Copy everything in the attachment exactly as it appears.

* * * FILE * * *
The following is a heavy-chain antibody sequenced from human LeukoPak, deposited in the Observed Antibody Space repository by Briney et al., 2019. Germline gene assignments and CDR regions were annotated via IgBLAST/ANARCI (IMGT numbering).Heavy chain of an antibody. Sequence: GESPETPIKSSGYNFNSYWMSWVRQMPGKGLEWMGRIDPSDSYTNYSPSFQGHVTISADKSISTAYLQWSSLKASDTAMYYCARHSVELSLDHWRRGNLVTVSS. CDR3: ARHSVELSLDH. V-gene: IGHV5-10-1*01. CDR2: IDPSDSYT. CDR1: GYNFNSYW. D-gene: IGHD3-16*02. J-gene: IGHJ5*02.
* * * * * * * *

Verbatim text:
The following is a heavy-chain antibody sequenced from human LeukoPak, deposited in the Observed Antibody Space repository by Briney et al., 2019. Germline gene assignments and CDR regions were annotated via IgBLAST/ANARCI (IMGT numbering).Heavy chain of an antibody. Sequence: GESPETPIKSSGYNFNSYWMSWVRQMPGKGLEWMGRIDPSDSYTNYSPSFQGHVTISADKSISTAYLQWSSLKASDTAMYYCARHSVELSLDHWRRGNLVTVSS. CDR3: ARHSVELSLDH. V-gene: IGHV5-10-1*01. CDR2: IDPSDSYT. CDR1: GYNFNSYW. D-gene: IGHD3-16*02. J-gene: IGHJ5*02.